Whether ring all will generate a lot of traffic will depend on whether the remote phones generate early media. Whether that traffic is excessive will depend on you you have dimensioned your network connection. In rich countries, VoIP is not generally a significant user of network bandwidth and it is much more likely that someone streaming HD movies, or software updates is overloading some level of the network. The overload my be from bottlenecks in the provider’s network which are shared with other customers.

I recommend starting with a packet capture on the PBX into a ring of files. You can let it run 24/7 and when trouble is reported, you should have enough time to find a file demonstrating the problem, before it gets overwritten. See

Thank you for this suggestion! We are closed on weekends, so I’ll start doing this on Monday.

So after looking at the packet captures from the tcpdump in wireshark for 2 samples that had the one way audio issue, they both show a bunch of packets with “incorrect timestamp”. It’s on the packets going from our phone server to the AT&T sip trunks. I’ve tried googling it and searching in these forums and not sure what needs to be done to correct that symptom.

The Wireshark summary isn’t very helpful without information on the nature of the incorrectness, and the stage in the call to which it relates.

Are the problem frame “marked”. Whilst I’m not sure of the current position on this, when Asterisk switches between different streams it used to use mark, which has the meaning: this is a good place to reset any accumulated jitter buffer, not, this is a change to a completely different sequence of timestamps. I think that was the result of its not tracking SSRC values properly internally, as they are an RTP concept, but Asterisk was originally written for ISDN.

We found that some PABXes didn’t like this but if we faked an SSRC change they were happy. This was done on Asterisk 1.6, and not fed back, as we were locked into an early version. I’m now retired and don’t have access to the code change, but, in any case, it is very unlikely that a patch would apply cleanly to a current version.

No, the problem frame(s) aren’t “marked”. Unfortunately I’m getting a bit in over my head here. Still not sure how to get this one figured out.

You really need to provide us with the wireshark RTP analysis for the problem stream. I suspect that is going to be easier than asking for a description of the anomaly.

Ok, the attached files I believe are what you are asking for. I’ve never used wireshark before until a few days ago, so let me know if you need more than this or in another format. Thanks for your help.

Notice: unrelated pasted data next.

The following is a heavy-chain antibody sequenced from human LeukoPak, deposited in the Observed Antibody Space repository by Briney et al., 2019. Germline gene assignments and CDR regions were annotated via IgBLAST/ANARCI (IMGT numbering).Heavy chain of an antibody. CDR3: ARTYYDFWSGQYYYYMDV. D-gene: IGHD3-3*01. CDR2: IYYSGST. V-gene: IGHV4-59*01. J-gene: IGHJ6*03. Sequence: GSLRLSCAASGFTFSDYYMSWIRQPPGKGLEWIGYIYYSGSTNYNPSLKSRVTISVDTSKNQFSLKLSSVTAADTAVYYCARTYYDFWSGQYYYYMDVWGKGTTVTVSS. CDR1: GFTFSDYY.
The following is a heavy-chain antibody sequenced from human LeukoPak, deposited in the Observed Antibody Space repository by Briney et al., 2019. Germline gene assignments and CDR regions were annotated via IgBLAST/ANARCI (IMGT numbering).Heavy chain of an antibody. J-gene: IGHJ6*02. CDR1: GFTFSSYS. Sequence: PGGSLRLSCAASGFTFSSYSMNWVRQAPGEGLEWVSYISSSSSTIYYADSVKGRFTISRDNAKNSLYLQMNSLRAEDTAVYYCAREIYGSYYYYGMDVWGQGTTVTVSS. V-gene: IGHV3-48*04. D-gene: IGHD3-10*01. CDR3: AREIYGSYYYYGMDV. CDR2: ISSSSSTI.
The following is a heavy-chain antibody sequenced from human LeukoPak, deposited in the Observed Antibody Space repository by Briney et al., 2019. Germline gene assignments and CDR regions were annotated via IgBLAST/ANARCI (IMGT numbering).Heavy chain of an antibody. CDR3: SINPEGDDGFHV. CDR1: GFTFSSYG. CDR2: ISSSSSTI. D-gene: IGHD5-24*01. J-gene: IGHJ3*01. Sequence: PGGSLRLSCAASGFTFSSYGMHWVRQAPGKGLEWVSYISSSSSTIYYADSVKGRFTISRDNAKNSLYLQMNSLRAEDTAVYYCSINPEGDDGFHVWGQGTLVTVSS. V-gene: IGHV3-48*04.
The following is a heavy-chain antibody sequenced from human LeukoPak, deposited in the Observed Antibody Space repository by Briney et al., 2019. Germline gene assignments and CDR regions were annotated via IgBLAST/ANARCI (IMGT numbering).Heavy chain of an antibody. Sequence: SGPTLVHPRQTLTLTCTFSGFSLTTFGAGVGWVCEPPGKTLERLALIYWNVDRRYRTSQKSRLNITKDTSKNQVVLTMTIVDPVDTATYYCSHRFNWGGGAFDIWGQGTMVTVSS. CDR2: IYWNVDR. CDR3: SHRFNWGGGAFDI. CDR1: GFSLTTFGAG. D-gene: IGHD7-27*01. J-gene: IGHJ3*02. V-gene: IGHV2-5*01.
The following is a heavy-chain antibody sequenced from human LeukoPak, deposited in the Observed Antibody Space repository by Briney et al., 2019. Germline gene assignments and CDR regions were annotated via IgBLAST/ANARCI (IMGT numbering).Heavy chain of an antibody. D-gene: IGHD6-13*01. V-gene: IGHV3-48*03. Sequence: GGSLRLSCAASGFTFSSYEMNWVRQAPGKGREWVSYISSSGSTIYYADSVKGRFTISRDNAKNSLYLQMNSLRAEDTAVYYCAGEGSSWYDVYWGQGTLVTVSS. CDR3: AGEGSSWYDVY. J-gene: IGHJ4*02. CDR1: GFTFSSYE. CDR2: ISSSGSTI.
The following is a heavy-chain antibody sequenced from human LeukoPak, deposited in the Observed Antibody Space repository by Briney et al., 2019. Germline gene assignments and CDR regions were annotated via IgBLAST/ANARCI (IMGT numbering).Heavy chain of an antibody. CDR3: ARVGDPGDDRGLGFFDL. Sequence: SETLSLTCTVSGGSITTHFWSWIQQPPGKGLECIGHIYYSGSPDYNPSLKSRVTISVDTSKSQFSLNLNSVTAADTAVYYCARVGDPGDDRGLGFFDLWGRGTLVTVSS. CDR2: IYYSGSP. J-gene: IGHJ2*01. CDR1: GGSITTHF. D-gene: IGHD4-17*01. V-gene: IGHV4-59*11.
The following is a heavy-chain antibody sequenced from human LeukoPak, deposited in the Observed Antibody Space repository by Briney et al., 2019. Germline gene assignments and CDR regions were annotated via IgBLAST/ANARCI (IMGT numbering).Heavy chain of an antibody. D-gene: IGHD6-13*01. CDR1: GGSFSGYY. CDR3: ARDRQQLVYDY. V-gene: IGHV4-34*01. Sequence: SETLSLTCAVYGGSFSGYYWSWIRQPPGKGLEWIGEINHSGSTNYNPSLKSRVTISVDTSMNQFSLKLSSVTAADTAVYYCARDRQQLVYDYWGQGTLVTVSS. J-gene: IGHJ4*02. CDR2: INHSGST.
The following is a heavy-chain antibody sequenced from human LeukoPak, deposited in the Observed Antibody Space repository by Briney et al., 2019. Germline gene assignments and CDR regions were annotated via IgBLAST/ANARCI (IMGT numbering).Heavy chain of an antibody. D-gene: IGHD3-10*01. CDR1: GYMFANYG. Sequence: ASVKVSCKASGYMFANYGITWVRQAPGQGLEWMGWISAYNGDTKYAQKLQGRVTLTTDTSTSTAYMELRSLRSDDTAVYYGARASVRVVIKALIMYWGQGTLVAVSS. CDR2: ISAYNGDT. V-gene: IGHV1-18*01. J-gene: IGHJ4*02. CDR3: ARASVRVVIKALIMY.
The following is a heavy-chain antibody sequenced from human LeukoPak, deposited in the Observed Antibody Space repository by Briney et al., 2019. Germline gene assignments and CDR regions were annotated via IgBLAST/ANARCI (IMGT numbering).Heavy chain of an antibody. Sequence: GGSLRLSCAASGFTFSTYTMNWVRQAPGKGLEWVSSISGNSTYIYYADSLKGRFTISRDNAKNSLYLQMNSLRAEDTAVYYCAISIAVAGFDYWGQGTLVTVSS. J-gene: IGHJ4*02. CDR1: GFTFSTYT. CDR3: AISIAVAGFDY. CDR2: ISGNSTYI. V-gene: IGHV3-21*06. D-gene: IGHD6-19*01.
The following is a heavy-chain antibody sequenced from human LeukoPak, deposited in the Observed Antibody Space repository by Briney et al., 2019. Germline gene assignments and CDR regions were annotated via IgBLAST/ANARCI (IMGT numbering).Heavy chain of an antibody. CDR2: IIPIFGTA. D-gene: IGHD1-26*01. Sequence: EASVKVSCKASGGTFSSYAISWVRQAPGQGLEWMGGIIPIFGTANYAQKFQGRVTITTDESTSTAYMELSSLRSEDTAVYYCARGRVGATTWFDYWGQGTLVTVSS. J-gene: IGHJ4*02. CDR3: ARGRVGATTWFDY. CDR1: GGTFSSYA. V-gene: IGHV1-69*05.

rtp_packet_data.tgz (40.0 KB)

"Packet","Sequence","Delta (ms)","Jitter (ms)","Skew","Bandwidth","Marker","Status"
" → (0x3f725d8d)"
42174,19161,20.091999999996915,0.08236138124491517,-0.2249999999985448,80,"","Incorrect timestamp"
42224,19162,20.091999999996915,0.08236138124491517,-0.2249999999985448,80,"","Incorrect timestamp"
42280,19163,20.091999999996915,0.08236138124491517,-0.2249999999985448,80,"","Incorrect timestamp"
42319,19164,20.091999999996915,0.08236138124491517,-0.2249999999985448,80,"","Incorrect timestamp"

My memory was playing tricks and I thought this would include the timestamps, but you obviously need to open up the individual packets for those. However, I suspect you will find that they all have the same value as sequence 19160.

The very precise timing means that they are coming from very close, so presumably being created by Asterisk. I’m guessing from the fact that they are slightly slow, that Asterisk is filling in. I’m not sure if that is the result of a loss of input, or because it is turning comfort noise into literal silence. (if unencrypted, you should be able to see the silence in the data, or doing music on hold).

I’m not aware of Asterisk filling in for a simple underrun, so comfort noise may be a better guess. You need to correlate these with the corresponding incoming packets, and the call state, to try and understand why Asterisk might be sourcing frames locally.

Music on hold is so common, that I can’t believe that Asterisk would send wrong timestamps for that, without someone complaining before.